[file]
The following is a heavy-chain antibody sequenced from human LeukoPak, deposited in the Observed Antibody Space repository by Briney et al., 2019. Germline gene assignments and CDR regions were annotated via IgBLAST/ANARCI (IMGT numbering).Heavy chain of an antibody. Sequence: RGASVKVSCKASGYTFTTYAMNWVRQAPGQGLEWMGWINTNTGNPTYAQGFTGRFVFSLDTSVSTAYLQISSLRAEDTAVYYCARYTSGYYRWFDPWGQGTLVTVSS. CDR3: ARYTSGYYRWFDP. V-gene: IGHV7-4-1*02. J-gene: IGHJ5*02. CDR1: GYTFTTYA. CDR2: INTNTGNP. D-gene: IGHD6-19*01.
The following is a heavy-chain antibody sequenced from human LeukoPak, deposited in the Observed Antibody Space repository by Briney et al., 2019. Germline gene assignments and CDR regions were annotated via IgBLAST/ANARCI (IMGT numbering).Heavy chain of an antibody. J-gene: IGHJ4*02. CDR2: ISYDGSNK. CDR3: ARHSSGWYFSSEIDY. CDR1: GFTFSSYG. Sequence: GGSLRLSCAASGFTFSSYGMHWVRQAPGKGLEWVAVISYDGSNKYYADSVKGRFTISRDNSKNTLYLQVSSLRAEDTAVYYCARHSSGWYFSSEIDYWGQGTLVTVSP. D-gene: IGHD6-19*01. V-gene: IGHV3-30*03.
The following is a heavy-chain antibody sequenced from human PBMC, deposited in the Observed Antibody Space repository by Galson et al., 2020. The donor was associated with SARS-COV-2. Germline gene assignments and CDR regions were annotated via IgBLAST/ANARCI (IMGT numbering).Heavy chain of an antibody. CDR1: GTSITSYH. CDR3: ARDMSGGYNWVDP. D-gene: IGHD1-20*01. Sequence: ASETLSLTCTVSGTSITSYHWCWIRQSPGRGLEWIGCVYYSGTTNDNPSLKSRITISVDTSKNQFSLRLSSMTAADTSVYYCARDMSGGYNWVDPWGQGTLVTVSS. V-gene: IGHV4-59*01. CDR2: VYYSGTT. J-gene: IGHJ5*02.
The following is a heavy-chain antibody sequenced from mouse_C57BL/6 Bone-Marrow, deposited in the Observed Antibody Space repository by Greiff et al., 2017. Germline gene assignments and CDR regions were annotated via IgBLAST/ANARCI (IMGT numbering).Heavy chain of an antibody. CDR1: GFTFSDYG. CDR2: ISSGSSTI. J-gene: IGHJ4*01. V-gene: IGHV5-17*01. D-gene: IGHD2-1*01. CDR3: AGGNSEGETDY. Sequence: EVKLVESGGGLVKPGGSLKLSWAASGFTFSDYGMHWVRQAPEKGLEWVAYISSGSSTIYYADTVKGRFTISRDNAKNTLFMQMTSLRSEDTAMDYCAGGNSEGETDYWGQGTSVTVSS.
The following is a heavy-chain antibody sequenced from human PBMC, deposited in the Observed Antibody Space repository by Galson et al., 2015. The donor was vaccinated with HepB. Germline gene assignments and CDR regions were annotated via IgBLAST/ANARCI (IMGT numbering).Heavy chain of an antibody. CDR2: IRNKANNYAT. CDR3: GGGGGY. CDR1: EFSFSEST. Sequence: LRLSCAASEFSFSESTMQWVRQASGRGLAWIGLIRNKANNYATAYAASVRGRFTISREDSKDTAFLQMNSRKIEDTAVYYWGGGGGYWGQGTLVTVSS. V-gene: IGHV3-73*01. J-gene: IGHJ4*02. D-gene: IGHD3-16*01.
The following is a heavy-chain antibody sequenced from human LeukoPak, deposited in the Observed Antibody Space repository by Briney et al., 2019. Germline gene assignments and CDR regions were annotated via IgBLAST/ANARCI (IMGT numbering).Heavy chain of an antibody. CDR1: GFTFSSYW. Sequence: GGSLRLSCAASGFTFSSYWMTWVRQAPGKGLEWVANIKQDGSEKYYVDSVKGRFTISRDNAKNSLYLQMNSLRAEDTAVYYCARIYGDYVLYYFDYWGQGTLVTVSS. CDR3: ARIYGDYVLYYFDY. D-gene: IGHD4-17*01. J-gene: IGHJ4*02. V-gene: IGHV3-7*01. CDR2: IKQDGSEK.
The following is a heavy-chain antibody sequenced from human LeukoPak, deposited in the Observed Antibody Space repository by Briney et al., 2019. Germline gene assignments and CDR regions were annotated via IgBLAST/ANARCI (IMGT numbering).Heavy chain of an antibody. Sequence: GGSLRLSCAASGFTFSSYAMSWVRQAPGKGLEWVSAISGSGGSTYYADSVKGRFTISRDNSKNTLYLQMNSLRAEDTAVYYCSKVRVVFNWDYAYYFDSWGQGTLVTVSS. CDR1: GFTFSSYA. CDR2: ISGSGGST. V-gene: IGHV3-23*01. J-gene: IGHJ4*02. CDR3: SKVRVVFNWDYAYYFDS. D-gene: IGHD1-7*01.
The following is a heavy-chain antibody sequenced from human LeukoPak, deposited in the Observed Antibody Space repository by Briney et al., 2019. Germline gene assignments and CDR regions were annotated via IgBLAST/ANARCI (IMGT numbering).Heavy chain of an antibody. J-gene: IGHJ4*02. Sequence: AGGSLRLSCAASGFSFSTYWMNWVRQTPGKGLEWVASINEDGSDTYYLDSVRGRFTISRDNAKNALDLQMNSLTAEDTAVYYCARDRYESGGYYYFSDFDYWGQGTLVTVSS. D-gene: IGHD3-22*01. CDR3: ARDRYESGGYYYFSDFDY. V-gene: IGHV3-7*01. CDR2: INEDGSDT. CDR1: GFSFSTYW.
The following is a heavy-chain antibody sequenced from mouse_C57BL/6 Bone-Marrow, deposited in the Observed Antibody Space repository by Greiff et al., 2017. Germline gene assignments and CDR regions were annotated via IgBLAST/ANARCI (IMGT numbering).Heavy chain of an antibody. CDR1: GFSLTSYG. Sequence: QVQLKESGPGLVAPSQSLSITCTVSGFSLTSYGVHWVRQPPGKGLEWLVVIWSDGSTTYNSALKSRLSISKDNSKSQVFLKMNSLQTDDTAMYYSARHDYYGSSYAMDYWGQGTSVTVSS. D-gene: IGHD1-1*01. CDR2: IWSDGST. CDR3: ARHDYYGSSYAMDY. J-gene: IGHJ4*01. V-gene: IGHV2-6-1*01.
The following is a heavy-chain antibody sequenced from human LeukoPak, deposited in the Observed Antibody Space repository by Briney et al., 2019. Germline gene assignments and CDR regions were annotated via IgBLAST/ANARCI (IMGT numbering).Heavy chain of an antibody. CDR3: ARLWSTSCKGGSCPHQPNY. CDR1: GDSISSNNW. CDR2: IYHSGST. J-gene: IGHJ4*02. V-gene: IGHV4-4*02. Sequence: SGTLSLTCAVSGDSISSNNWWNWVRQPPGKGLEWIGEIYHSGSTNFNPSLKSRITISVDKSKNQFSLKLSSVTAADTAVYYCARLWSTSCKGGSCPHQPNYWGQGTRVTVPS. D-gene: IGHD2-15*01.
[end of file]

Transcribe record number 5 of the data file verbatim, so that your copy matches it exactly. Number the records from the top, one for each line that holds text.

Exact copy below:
The following is a heavy-chain antibody sequenced from human PBMC, deposited in the Observed Antibody Space repository by Galson et al., 2015. The donor was vaccinated with HepB. Germline gene assignments and CDR regions were annotated via IgBLAST/ANARCI (IMGT numbering).Heavy chain of an antibody. CDR2: IRNKANNYAT. CDR3: GGGGGY. CDR1: EFSFSEST. Sequence: LRLSCAASEFSFSESTMQWVRQASGRGLAWIGLIRNKANNYATAYAASVRGRFTISREDSKDTAFLQMNSRKIEDTAVYYWGGGGGYWGQGTLVTVSS. V-gene: IGHV3-73*01. J-gene: IGHJ4*02. D-gene: IGHD3-16*01.